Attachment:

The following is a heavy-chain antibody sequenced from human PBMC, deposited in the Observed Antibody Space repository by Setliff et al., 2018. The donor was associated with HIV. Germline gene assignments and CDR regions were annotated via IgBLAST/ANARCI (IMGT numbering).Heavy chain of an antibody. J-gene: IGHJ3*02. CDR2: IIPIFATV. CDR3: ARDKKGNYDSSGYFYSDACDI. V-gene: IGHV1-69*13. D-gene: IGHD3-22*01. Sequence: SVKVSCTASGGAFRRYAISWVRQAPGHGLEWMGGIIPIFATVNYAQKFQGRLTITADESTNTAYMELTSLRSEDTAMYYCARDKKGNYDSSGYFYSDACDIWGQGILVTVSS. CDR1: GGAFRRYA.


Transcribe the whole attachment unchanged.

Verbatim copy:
The following is a heavy-chain antibody sequenced from human PBMC, deposited in the Observed Antibody Space repository by Setliff et al., 2018. The donor was associated with HIV. Germline gene assignments and CDR regions were annotated via IgBLAST/ANARCI (IMGT numbering).Heavy chain of an antibody. J-gene: IGHJ3*02. CDR2: IIPIFATV. CDR3: ARDKKGNYDSSGYFYSDACDI. V-gene: IGHV1-69*13. D-gene: IGHD3-22*01. Sequence: SVKVSCTASGGAFRRYAISWVRQAPGHGLEWMGGIIPIFATVNYAQKFQGRLTITADESTNTAYMELTSLRSEDTAMYYCARDKKGNYDSSGYFYSDACDIWGQGILVTVSS. CDR1: GGAFRRYA.